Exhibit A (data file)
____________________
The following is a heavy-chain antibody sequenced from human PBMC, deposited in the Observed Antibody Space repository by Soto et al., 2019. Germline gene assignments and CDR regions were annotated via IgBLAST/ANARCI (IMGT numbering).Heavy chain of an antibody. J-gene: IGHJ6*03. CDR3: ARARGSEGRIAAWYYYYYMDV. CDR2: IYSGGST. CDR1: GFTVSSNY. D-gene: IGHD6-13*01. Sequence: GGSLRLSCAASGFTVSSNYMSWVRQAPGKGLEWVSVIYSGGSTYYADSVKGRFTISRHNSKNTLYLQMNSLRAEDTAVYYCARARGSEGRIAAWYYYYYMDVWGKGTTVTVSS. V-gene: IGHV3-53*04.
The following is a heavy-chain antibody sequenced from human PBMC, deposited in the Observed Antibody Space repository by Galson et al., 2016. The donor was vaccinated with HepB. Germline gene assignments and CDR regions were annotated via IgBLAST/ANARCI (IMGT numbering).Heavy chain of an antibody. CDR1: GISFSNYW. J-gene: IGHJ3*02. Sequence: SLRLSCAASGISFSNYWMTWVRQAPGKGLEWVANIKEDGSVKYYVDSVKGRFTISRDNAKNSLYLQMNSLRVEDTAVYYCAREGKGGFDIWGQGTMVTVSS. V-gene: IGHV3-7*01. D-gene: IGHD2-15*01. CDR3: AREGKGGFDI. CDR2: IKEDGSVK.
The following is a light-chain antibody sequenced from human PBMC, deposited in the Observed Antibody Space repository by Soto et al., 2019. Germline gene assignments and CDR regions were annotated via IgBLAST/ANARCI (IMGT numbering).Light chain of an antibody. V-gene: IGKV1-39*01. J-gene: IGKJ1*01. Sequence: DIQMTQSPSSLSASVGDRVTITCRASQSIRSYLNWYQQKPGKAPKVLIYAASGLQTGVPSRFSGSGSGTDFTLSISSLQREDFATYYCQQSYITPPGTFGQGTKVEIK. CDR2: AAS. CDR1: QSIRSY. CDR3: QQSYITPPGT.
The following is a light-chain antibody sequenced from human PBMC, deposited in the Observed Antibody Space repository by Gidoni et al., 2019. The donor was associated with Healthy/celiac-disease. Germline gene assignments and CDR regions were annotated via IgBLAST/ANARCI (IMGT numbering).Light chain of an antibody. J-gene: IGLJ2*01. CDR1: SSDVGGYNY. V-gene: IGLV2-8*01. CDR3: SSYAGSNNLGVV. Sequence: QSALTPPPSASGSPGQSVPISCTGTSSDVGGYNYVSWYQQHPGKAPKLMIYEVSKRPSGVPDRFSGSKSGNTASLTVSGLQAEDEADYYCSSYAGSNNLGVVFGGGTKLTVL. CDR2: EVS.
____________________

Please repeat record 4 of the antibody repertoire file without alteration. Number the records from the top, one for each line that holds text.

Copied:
The following is a light-chain antibody sequenced from human PBMC, deposited in the Observed Antibody Space repository by Gidoni et al., 2019. The donor was associated with Healthy/celiac-disease. Germline gene assignments and CDR regions were annotated via IgBLAST/ANARCI (IMGT numbering).Light chain of an antibody. J-gene: IGLJ2*01. CDR1: SSDVGGYNY. V-gene: IGLV2-8*01. CDR3: SSYAGSNNLGVV. Sequence: QSALTPPPSASGSPGQSVPISCTGTSSDVGGYNYVSWYQQHPGKAPKLMIYEVSKRPSGVPDRFSGSKSGNTASLTVSGLQAEDEADYYCSSYAGSNNLGVVFGGGTKLTVL. CDR2: EVS.